Her food allergies nearly killed her, so KC native is helping others with cooking show

Mary Beth Eversole is slaying her food demons on YouTube, one ingredient substitution at a time.

When she was diagnosed with “seven allergies and a myriad of sensitivities,” she stood in front of her kitchen pantry with a sense of hopelessness.

“I just started to cry. It brought up a lot of things, because I’m a recovered anorexic,” Eversole said recently while sipping some green organic tea and taste-testing a raw, unbaked, gluten-free brownie at Unbakery & Juicery at 634 E. 63rd St.

Eversole, 34, was home to visit family. She graduated from Shawnee Mission West High School and the University of Missouri-Kansas City. She is an actress and voice teacher in Los Angeles, where she has landed roles on Lifetime’s “My Crazy Ex” and the short film “Over? Over!” (a Cannes Film Festival winner) and is a stand-in for “American Horror Story.”

But her most delicious role so far may be as the host of “Allergy Actress Cooking,” her year-old cooking show. In the weekly half-hour episodes, Eversole helps others who have food allergies figure out safe, clean-eating strategies. Episodes include “Superbowl Survival!” and “Kid-Friendly Allergy-Friendly Pizza.”

Eversole’s own diet — which adheres closely to what is popularly known as the paleo diet — eliminates meat, fish, shellfish, most dairy, soy, corn and wheat, which, to non-allergy sufferers may sound like a bare cupboard. Yet Eversole insists her recipes are hearty and delicious enough for even the pickiest eaters.

Although Eversole is not a professional cook or baker, she became “a master at substitutions,” she says. To prove her point, she hands me three allergy-free macarons. “I combined six recipes over the weekend. It took four tries, but I got it.”

Almond flour — a traditional base for French macarons — is naturally gluten-free. But she uses a special brand of powdered sugar with tapioca rather than cornstarch, an additive often used to keep the sugar from clumping. She used pure cane sugar for the batch, but coconut sugar can also be used. Instead of synthetic dyes, she uses natural food coloring made from beets.

When Eversole was finally diagnosed with food allergies 15 years ago, she began recalling how she had been self-eliminating foods as early as age 5. By the time she was 8, she quit eating meat because it made her stomach hurt. Her food eliminations eventually became so extreme, anorexia nearly killed her.

She was recovered and thriving until one day, when dining out with her husband and in-laws, she ordered a gluten-free pasta dish served at a national chain restaurant. It was a dish she had eaten before, but a few bites in, she realized something was different. The server told her the pasta dish contained no wheat — just semolina.

Semolina is a coarsely ground wheat flour.

Eversole had an anaphylactic reaction. Luckily, hers are not immediately life-threatening, though they are extremely debilitating: “Each food is different. Each reaction is different,” she says.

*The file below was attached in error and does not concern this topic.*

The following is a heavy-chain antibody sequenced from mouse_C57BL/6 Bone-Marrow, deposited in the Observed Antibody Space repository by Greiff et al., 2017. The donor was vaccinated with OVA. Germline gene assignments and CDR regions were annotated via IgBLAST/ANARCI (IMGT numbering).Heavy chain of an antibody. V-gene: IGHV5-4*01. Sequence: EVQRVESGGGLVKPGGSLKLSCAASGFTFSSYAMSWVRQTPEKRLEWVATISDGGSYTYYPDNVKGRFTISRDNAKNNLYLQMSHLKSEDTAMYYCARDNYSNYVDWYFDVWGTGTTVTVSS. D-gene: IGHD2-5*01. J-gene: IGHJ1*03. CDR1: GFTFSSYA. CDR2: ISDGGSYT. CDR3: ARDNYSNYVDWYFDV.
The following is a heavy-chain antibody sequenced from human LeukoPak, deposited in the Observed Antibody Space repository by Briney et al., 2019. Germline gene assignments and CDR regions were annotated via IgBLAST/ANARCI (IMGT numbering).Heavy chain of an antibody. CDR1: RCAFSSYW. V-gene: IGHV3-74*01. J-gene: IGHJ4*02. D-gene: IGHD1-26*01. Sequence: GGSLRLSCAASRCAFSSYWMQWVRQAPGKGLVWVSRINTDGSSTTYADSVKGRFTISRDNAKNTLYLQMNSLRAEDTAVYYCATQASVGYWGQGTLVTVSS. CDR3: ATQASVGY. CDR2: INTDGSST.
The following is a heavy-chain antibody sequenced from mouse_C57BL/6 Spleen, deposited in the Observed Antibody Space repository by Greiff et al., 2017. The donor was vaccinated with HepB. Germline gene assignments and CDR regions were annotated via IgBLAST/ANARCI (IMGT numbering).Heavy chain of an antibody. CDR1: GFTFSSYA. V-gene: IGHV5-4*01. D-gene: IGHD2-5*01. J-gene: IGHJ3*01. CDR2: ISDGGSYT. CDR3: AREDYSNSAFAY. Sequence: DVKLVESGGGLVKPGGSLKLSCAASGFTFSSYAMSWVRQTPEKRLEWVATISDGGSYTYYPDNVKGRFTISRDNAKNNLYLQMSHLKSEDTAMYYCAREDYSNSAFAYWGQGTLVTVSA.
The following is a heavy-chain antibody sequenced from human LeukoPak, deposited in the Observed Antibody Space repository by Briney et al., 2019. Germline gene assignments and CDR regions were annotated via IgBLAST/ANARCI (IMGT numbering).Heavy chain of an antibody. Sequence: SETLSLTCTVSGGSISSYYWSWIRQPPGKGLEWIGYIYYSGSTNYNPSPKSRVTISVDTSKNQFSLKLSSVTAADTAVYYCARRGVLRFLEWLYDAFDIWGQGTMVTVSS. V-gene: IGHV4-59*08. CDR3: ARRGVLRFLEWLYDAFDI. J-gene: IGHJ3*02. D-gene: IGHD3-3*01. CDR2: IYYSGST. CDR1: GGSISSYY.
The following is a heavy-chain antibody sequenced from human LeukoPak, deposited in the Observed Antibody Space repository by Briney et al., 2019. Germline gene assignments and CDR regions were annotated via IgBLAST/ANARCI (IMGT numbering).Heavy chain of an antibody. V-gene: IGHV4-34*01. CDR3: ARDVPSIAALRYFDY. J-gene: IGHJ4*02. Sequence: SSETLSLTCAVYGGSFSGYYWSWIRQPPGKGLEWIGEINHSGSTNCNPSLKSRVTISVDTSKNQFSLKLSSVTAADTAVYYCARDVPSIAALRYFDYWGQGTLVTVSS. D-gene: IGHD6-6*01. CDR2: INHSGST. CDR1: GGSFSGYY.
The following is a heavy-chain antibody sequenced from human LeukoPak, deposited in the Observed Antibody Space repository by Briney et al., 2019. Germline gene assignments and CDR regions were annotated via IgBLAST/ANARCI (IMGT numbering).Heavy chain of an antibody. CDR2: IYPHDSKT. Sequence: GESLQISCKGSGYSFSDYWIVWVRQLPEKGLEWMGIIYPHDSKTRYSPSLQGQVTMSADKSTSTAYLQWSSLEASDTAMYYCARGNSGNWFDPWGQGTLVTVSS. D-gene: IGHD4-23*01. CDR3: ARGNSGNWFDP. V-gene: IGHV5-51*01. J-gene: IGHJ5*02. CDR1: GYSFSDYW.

Still, she wound up in the emergency room. The restaurant manager offered her a free dessert. “I could have pursued suing them, but I’d rather educate them to keep this from happening again,” she says.

Eversole’s goal is to “bring joy to a diagnosis that can be debilitating,” and despite its lack of technical sophistication (she just held an Indiegogo campaign to raise…

No, It’s NOT Cheaper To Make Your Own Almond Milk. We Did The Math.

bhofack2 via Getty Images

Almond milk is ridiculously easy to make. It only requires two ingredients ― almonds and water ― so there are few excuses not to make your own. It’s clear that making it homemade will give you a simpler product; store-bought brands include ingredients such as potassium citrate, sunflower lecithin and gellan gum. But going the homemade route offers economic benefits, as well.

You’ll read on forums that making your own is more cost effective than buying it at the store, but no one ever provides any clear-cut math online ― so I set out to do it for all of us.

I looked at three brands ― Trader Joe’s, Whole Foods and Silk ― and compared the cost of the almonds that it would take to make almond milk vs. the cost of pre-made almond milk.

I picked up a pound of raw, unsalted almonds at my local grocery store for $9.99 (they were on sale from $10.99). I used the recipe from The Kitchn to make the milk. I took a cup of almonds ― which weighed a little under 6 ounces ― and soaked them in water for two days. I blended the almonds with two cups of water until the whole almonds were reduced to a…

Here are 6 Ways To Decorate Holiday Cookies Like A Pro

Michael Graydon + Nikole Herriott

For every reason there is to stuff your face with sugar cookies, there’s a technique for decorating them. We spent a day with our resident baking pro, senior associate editor Claire Saffitz, who showed us six ways to deck out our simple Ultimate Sugar Cookies with frosting, chocolate, and a magical thing called “luster dust.” Follow her lead and pipe, sprinkle, and drizzle your way to a cookies so beautiful even Santa would stop to Instagram them.

1. Powdered Sugar

This is Saffitz’s favorite way to finish off a batch of sugar cookies. All you need is a fine-mesh sieve to dust some powdered sugar or cocoa powder over your finished cookies. Fancy ‘em up a bit with parchment paper stencils you can use to create patterns with the sugar.

2. Chocolate Drizzle

This one’s as elegant as it is simple: Melt down some chocolate and use it to fill a pastry bag or a resealable plastic bag….